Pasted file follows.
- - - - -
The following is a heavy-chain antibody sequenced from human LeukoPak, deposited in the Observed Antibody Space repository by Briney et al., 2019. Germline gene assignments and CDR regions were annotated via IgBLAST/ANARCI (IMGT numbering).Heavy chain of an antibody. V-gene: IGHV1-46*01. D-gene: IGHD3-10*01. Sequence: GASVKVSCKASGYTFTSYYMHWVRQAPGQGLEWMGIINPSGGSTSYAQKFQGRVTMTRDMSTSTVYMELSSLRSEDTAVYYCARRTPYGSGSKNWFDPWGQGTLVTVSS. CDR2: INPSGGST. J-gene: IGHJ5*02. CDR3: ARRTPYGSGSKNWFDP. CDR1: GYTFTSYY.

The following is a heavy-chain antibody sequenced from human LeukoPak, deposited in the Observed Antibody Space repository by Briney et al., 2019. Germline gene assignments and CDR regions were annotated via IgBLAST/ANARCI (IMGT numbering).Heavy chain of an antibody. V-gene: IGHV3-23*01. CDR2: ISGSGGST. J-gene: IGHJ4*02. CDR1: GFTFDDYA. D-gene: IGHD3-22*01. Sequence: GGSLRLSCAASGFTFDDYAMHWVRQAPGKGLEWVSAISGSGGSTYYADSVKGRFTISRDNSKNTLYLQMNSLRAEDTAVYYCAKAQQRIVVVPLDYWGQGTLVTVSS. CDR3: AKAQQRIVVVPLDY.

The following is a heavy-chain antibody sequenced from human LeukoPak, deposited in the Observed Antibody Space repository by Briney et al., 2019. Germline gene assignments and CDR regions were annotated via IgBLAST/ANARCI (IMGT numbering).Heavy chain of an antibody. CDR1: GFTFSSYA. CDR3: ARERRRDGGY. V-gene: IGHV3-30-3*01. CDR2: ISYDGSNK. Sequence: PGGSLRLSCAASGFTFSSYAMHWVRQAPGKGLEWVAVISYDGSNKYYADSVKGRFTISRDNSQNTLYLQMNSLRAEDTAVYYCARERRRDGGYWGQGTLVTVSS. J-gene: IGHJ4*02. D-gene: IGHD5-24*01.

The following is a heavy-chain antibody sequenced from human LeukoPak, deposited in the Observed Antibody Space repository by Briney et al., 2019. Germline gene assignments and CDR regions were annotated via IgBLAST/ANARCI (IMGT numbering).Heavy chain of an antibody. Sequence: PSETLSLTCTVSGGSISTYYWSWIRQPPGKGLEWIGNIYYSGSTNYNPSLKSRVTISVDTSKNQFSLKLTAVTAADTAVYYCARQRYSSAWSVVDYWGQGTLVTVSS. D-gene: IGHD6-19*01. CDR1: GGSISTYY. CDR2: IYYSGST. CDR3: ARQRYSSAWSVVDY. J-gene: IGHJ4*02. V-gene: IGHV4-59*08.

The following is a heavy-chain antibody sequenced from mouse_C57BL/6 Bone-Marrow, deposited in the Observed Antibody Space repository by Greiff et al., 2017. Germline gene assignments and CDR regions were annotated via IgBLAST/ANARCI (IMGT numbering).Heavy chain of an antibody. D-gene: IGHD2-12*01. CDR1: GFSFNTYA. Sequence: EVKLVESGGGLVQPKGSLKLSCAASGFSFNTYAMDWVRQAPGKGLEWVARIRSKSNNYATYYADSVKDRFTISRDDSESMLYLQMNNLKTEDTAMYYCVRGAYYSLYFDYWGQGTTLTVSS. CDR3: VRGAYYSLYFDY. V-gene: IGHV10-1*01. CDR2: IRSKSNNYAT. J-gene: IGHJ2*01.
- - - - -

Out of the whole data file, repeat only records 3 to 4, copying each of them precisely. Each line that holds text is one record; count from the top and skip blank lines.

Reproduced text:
The following is a heavy-chain antibody sequenced from human LeukoPak, deposited in the Observed Antibody Space repository by Briney et al., 2019. Germline gene assignments and CDR regions were annotated via IgBLAST/ANARCI (IMGT numbering).Heavy chain of an antibody. CDR1: GFTFSSYA. CDR3: ARERRRDGGY. V-gene: IGHV3-30-3*01. CDR2: ISYDGSNK. Sequence: PGGSLRLSCAASGFTFSSYAMHWVRQAPGKGLEWVAVISYDGSNKYYADSVKGRFTISRDNSQNTLYLQMNSLRAEDTAVYYCARERRRDGGYWGQGTLVTVSS. J-gene: IGHJ4*02. D-gene: IGHD5-24*01.

The following is a heavy-chain antibody sequenced from human LeukoPak, deposited in the Observed Antibody Space repository by Briney et al., 2019. Germline gene assignments and CDR regions were annotated via IgBLAST/ANARCI (IMGT numbering).Heavy chain of an antibody. Sequence: PSETLSLTCTVSGGSISTYYWSWIRQPPGKGLEWIGNIYYSGSTNYNPSLKSRVTISVDTSKNQFSLKLTAVTAADTAVYYCARQRYSSAWSVVDYWGQGTLVTVSS. D-gene: IGHD6-19*01. CDR1: GGSISTYY. CDR2: IYYSGST. CDR3: ARQRYSSAWSVVDY. J-gene: IGHJ4*02. V-gene: IGHV4-59*08.